Pelvic Floor Dysfunction in Men

The Pelvic Floor is a Complex Multifunctional Structure

It supports the urinary, fecal, sexual and reproductive functions and pelvic statics.

The symptoms caused by pelvic floor dysfunction often affect the quality of life of those who are afflicted, worsening significantly more aspects of daily life.

In fact, in addition to providing support to the pelvic organs, the deep floor muscles support urinary continence and intestinal emptying whereas the superficial floor muscles are involved in the mechanism of erection and ejaculation.

Chronic Pelvic Pain Syndrome

Millions of men suffer from pelvic pain and related dysfunction annually. While discomfort and pain are defining characteristics, men can also experience associated sexual and urinary problems. For many years the prostate was wrongly assumed to be the source of the pain and dysfunction

The vast majority of cases are not caused by the prostate gland, and are therefore more accurately called Chronic Pelvic Pain Syndrome (CPPS) rather than Chronic Prostatitis (CP).

P/CPPS is a condition characterized by discomfort and pain in the pelvic area, with or without associated urinary and sexual symptoms. It is surprisingly common, affecting 5 to 10 percent of the male population.

Discomfort and pain are the primary symptoms of CP/CPPS, which can affect any or all of the following areas: the pelvic floor, perineum, rectum, coccyx (tail bone), prostate, penis, testicles/scrotum, groin, thighs, lower abdomen, and low back. Symptoms can be intermittent or constant, and wax and wane over time.

Physical trauma or strain are certainly possible causes. A much more common mechanism, however, involves mental stress, emotional challenges, and past experience becoming embedded in the pelvic floor muscles in the form of tightness and rigidity.

Another mechanism to consider is the phenomenon of referred pain. All muscles, including those in and around the pelvic floor, have the potential to develop trigger points.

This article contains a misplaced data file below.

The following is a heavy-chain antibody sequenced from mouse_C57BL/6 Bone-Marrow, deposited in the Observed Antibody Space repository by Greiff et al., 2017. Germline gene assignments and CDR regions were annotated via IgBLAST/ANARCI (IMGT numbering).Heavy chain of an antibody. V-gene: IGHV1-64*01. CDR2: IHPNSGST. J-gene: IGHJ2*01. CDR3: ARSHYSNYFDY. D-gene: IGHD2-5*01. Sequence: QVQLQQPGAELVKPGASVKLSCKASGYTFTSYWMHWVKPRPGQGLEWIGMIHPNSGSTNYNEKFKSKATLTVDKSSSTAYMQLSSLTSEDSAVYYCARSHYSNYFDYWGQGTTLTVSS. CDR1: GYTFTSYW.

A specific trigger point in the abdominals, for example, can refer pain to the testicle on the same side; the Adductor Magnus muscle of the inner thigh can refer pain deep within the pelvis. The pelvic floor muscles themselves can refer pain to the genitals, perineum, anus/rectum, or coccyx (tail bone).

Complications of Prostatectomy

A radical prostatectomy is an operation to remove the prostate gland and some of the tissue around it. It is done to remove prostate cancer. This operation may be done by open surgery. Or it may be done by laparoscopic surgery through small incisions.

Laparoscopic surgery may be done by hand. But some doctors now do it by guiding robotic arms that hold the surgery tools. This is called robot-assisted prostatectomy.

Erection problems are one of the serious side effects of radical prostatectomy. The nerves that control a man's ability to have an erection lie next to the prostate gland. They often are damaged or removed during surgery. Sometimes these nerves can be spared during surgery to preserve erections.

About half of men are able to regain some of their ability to have erections. But this takes time. It can take as little as 3 months. But for most men, it will be 6 months to a year.

Recovery depends on:

  • Whether the man was able to have an erection before surgery.
  • How the surgery affected the nerves that control erections.
  • How old the man was at the time of surgery.

Urinary incontinence: up to half of all men who have a radical prostatectomy develop urinary incontinence, ranging from a need to wear urinary incontinence pads to occasional dribbling.

To remove the prostate, the surgeon must cut the urethra and later reconnect it to the bladder. Evidence shows that the greater the surgeon's experience and skill in making this reconnection, the lower the rate of incontinence. If urinary leakage continues longer than 1 year, you may need treatment for incontinence after prostatectomy.

Erectile Dysfunction

Erectile Dysfunction (ED) is the inability to get or keep an erection firm enough to have sexual intercourse. It’s also sometimes referred to as impotence.

Occasional ED isn’t uncommon. Many men experience it during times of stress. Frequent ED can be a sign of health problems that need treatment. It can also be a sign of emotional or relationship difficulties that may need to be addressed by a professional.

Not all male sexual problems are caused by ED. Other types of male sexual dysfunction include:

  • Premature ejaculation
  • Delayed or absent ejaculation
  • Lack of interest in sex

The symptoms of ED are: trouble in getting an erection; difficulty maintaining an erection during sexual activities; reduced interest in sex.

Other sexual disorders related to ED include: premature ejaculation; delayed ejaculation; anorgasmia, which is the inability to achieve orgasm after ample stimulation.

There are many possible causes for ED, and they can include both emotional and physical disorders. Some common causes are: cardiovascular disease; diabetes ; hypertension; damage from cancer or surgery ; obesity or being overweight ; increased age; anxiety.